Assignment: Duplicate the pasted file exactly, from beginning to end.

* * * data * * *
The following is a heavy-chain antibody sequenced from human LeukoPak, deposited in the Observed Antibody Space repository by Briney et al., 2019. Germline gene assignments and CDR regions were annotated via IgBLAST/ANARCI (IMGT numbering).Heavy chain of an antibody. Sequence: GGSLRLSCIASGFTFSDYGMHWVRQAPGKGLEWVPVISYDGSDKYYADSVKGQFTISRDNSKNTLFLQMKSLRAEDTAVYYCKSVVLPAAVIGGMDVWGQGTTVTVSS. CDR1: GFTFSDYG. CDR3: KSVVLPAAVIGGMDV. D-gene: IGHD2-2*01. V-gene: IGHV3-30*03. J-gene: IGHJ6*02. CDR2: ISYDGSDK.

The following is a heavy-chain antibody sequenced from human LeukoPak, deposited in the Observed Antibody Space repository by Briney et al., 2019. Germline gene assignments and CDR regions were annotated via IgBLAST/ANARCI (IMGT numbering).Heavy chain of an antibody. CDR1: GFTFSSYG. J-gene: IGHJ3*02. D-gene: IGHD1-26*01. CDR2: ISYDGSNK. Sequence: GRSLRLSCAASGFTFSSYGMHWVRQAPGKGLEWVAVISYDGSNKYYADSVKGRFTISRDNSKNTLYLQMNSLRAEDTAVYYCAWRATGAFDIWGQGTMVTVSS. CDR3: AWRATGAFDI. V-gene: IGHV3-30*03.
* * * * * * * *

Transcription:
The following is a heavy-chain antibody sequenced from human LeukoPak, deposited in the Observed Antibody Space repository by Briney et al., 2019. Germline gene assignments and CDR regions were annotated via IgBLAST/ANARCI (IMGT numbering).Heavy chain of an antibody. Sequence: GGSLRLSCIASGFTFSDYGMHWVRQAPGKGLEWVPVISYDGSDKYYADSVKGQFTISRDNSKNTLFLQMKSLRAEDTAVYYCKSVVLPAAVIGGMDVWGQGTTVTVSS. CDR1: GFTFSDYG. CDR3: KSVVLPAAVIGGMDV. D-gene: IGHD2-2*01. V-gene: IGHV3-30*03. J-gene: IGHJ6*02. CDR2: ISYDGSDK.

The following is a heavy-chain antibody sequenced from human LeukoPak, deposited in the Observed Antibody Space repository by Briney et al., 2019. Germline gene assignments and CDR regions were annotated via IgBLAST/ANARCI (IMGT numbering).Heavy chain of an antibody. CDR1: GFTFSSYG. J-gene: IGHJ3*02. D-gene: IGHD1-26*01. CDR2: ISYDGSNK. Sequence: GRSLRLSCAASGFTFSSYGMHWVRQAPGKGLEWVAVISYDGSNKYYADSVKGRFTISRDNSKNTLYLQMNSLRAEDTAVYYCAWRATGAFDIWGQGTMVTVSS. CDR3: AWRATGAFDI. V-gene: IGHV3-30*03.